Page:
With Mother’s Day on Sunday, many were excited to celebrate the day with their moms.

“I plan on making her a card and maybe taking her to breakfast,” said COC student Tyler Ponegalek about his plans for enjoying the day with his mother.

Ponegalek planned to use his experience in video game design to create a card for his mom.

This time of year is when most like to show their love through gifts and thoughtful messages.

However, some don’t get to spend the holiday with their loved one due to physical distance between them.

“She lives in Turkey, so I’ll probably end up calling her to wish her a happy Mother’s day,” COC Associate Biology Professor Dilek Sanver-Wang explained.

Sanver-Wang is also a mother, with two daughters of her own.

Since she moved here for school in 1993 Sanver-Wang has not gotten to spend a Mother’s Day with her mom, which she describes as difficult but manageable.

“When I do get to see her I make sure every memory is a good one,” Sanver-Wang stated about when she does get to visit with her family.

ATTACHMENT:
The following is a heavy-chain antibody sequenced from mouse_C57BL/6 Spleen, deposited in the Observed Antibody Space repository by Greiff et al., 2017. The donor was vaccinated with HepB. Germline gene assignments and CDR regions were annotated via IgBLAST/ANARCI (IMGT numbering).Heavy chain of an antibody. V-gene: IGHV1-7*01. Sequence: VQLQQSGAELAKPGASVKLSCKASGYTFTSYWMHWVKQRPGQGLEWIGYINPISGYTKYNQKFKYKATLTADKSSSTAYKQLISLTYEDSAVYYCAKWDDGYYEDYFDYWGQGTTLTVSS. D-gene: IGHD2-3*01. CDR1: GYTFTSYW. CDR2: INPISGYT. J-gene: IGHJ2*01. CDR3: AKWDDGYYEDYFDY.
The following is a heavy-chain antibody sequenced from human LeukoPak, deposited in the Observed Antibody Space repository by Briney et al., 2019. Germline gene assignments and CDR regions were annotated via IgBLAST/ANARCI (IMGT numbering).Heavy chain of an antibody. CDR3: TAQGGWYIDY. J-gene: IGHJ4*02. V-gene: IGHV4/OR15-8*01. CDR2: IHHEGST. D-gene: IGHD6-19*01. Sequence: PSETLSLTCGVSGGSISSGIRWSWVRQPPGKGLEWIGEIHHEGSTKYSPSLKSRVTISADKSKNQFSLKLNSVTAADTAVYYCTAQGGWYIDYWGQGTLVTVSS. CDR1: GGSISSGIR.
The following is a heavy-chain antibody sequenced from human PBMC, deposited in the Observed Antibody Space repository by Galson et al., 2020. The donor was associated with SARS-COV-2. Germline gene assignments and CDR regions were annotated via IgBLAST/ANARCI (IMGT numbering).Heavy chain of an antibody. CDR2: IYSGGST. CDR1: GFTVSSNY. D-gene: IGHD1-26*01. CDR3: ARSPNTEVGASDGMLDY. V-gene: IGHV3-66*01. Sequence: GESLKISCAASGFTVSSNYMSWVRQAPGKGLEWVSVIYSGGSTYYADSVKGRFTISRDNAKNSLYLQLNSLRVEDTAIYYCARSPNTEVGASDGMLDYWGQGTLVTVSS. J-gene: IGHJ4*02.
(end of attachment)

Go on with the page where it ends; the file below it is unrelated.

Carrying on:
Although a long-distance relationship can be tough, others no longer get the opportunity to talk to or see their mothers.

“There are times when I wish I could pick up the phone and tell her what’s going on,” said Media Entertainment Arts Professor Dave Brill.

For Brill, this time of year is especially difficult after losing his mom to an illness a few years ago.

“I don’t think about it that often but this one day I always think about her, doesn’t matter what I’m doing,” Brill emphasized.

For those that have feelings that are difficult to cope with surrounding this time of the year, it is perfectly normal to feel this way.

“Mother’s Day is going to bring up those grief issues so you’re going to be expecting to feel loss, expecting to feel sadness, expecting to feel anxiety and longing and sometimes you might even feel guilt,” explained Larry Schallert, the assistant director of the student health and wellness mental health program on COC’s Valencia campus.

Schallert emphasized the importance of identifying these difficult feelings and talking about them “either with a loved one or with one of us in the health center”.

Brill described his mother, Nancy, as one of the strongest people he’s ever met, with her being a single mom and a pediatrician in the 70s.

“All you have to do is walk down, make an appointment, and talk to a therapist here,” encouraged Shallert.

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